obligatory chrome strips throughout. The standard Camaro also features basic
instrumentation, like speedometer, clock, and fuel gauge.
Where the Yenko Camaro differed was the addition of a large
tachometer mounted on the steering column, three gauges just below the radio
and “sYc” embroidered on each headrest on the front seats.
Just like the exterior, the interior has been 100 percent
restored to its original factory specifications. That is just about it on the
interior, as Yenko planned these cars for racing, not amenities.
Now to the place where Yenko pretty much lived, under the
hood. When Don Yenko first received the 427-equipped Camaro’s from Chevy, they
pumped out a respectable 425 horsepower. Yenko added in a set of headers and
freer flowing exhaust, which was good for pumping this 427 engine up to 450
horsepower at 5,600 rpm and 460 pound-feet of torque at 4,000 rpm. Sitting atop
this big-block V-8 is a single four-barrel carburetor.
On the inside, this 427 cubic-inch engine was built for
power. The solid lifters limited the peak rpm, but can take a near limitless
amount of power without compromising their structural integrity. The 11.0-to-1
compression ratio is massively high, which means this engine requires
high-octane fuel or a lead substitute.
Connected to the engine’s flywheel is a Muncie M21 rock
crusher four-speed transmission, which gets its name from the loud grinding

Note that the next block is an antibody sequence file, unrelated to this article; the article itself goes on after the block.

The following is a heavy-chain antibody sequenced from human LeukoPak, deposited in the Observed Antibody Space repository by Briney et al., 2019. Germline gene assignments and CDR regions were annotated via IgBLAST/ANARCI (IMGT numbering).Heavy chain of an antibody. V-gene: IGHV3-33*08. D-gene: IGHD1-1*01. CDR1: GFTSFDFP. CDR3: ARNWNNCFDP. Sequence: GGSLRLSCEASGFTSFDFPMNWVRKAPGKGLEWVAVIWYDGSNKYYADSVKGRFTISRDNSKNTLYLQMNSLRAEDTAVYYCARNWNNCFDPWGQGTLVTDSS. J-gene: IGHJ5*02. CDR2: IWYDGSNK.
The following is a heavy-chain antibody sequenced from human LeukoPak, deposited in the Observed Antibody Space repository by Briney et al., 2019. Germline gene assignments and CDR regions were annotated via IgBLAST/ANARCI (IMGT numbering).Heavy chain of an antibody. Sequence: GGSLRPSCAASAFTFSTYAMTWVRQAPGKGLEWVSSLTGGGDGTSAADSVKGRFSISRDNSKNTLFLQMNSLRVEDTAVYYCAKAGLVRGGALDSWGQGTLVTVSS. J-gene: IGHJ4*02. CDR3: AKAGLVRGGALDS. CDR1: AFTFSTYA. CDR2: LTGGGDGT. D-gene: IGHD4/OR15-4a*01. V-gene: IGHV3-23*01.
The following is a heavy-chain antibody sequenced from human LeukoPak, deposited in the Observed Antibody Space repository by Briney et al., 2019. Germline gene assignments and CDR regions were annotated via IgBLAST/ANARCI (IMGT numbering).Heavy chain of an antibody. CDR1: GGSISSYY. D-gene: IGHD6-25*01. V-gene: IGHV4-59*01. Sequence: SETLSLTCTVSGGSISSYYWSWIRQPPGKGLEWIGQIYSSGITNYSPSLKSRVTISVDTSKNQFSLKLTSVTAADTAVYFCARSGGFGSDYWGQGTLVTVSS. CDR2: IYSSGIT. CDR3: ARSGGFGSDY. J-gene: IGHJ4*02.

noise it makes between shifts. The transmission throws the engine power into a
4.10-to-1 posi-traction rear end, which makes this car about unbearable on the
highway, but a screamer on the track.
All of this muscle develops into a respectable 5.4-second
0-to-60 mph time. It also zips this Yenko Camaro through a quarter-mile track
in just 13.5 seconds at 105 mph.
The front suspension, as expected, is an independent system.
However, in order to handle the additional weight of the 427 engine, Chevy
fitted the COPO Camaro with the heavy-duty Z/28 front coil springs. There is
also an anti-roll bar keeping the front end tidy and straight under hard
cornering. At each corner of the Camaro you have Goodyear Polyglass tires, the
standard tires on nearly every classic restoration.
The rear suspension on the COPO Camaro is a
standard-for-the-era inverted coil spring system with shock absorbers.
The front brakes on the 1969 Yenko Camaro were of the disc
variety and were power assisted to help slow this pig down. The rear brakes
were you run-of-the-mill drums, but they did feature power assist.
Just as you would expect from a 1-of-198 car, it is
expensive. Legendary Motorcar Company had this COPO-ordered 1969 Yenko Camaro
up for sale on Ebay for 220,000. That’s actually a very fair price, considering
NADA has its value pegged at $285,000 at high retail. Given this car only has
10,803 miles on its ticker that $285K price tag is about the range of this car.
There really is no competition for this COPO-ordered 1969
Yenko Camaro. Not even the `69 Shelby
and GT500 could stand up to it, in term of rarity and value.
YOU ARE NOT JUST BUYING PARTS – YOU ARE GETTING OUR CAMARO EXPERTISE